Looking Over Your Shoulder

Keep Your Eyes On The Road

Lately a number of my clients have told me that they feel bad about things that have happened in their past. They are worried about how those things are affecting their future. These things range from past financial problems to not having spent enough time with their children. They are experiencing a fear about something that hasn’t happened yet as a result of something that cannot be changed.

That is what is called “worry” and it is a choice that they are making. Remember that worry is nothing more than looking at a future event and predicting a bad outcome. Why look at the future that way?

Just recently I was coaching a man who runs a successful business. On this particular evening we were celebrating some of his recent successes. He had set some very specific goals, worked hard, kept his focus on where he was going and turned his goals into accomplishments.

He stated, quite proudly, “You know why I met these challenges? I believed I could do it.” He went on to talk about how in the past he would set goals, write them down, picture them, do all the things he was supposed to do expect one. He never really believed he could accomplish those things. He spent too much time looking over his shoulder, rather than keeping his eyes on the road.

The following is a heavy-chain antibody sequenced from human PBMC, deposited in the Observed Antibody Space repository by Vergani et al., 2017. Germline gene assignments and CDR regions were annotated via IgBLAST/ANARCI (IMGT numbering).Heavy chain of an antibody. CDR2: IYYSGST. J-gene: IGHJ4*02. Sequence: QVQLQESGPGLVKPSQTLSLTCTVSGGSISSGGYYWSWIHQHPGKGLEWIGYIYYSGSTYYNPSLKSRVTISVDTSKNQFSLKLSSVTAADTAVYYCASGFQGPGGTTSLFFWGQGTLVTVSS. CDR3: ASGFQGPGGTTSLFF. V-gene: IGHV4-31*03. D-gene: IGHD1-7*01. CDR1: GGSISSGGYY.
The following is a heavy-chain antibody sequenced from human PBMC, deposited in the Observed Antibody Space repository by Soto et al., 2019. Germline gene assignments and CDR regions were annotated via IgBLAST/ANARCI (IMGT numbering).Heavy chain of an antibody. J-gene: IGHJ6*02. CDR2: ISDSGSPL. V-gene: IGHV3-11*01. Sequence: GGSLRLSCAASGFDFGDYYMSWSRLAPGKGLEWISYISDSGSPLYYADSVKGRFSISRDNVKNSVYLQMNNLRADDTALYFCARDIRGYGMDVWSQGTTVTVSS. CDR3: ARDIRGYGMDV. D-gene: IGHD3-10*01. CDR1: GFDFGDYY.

This is a pretty basic analogy. If you try to run forward while looking backward you are going to go off the track. And that is what it is like when you focus on your past. Your past is just that. There is not one thing that you can do to change it. So quit thinking about it. Learn from your past. Take the mistakes that you made and inspect them. But there is no sense sitting around and thinking about them unless it is with a view on how you can do better in the future. Beating yourself up over things that have happened in the past is a sure path to failure.

Life is a journey. It is not a straight line from the point of beginning until you arrive at your destination. The best you can do is …, well, the best you can do. Everybody makes mistakes along the way. But when you are on the path and step in something objectionable, scrape it off your shoe, get back on the path, keep your eyes focused on the path ahead and keep moving. There is n o sense looking back at the place where you stepped in the mess. That is behind you.